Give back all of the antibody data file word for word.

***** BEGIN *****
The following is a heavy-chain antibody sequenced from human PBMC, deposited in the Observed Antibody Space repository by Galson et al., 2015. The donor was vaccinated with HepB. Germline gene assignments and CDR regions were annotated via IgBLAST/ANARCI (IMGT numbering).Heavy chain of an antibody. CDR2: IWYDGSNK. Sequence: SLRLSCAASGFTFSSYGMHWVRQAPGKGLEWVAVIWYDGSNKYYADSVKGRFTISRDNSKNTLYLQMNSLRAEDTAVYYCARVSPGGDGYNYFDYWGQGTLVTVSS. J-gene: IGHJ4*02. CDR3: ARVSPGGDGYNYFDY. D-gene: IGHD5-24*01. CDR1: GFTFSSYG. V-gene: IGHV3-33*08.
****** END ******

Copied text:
The following is a heavy-chain antibody sequenced from human PBMC, deposited in the Observed Antibody Space repository by Galson et al., 2015. The donor was vaccinated with HepB. Germline gene assignments and CDR regions were annotated via IgBLAST/ANARCI (IMGT numbering).Heavy chain of an antibody. CDR2: IWYDGSNK. Sequence: SLRLSCAASGFTFSSYGMHWVRQAPGKGLEWVAVIWYDGSNKYYADSVKGRFTISRDNSKNTLYLQMNSLRAEDTAVYYCARVSPGGDGYNYFDYWGQGTLVTVSS. J-gene: IGHJ4*02. CDR3: ARVSPGGDGYNYFDY. D-gene: IGHD5-24*01. CDR1: GFTFSSYG. V-gene: IGHV3-33*08.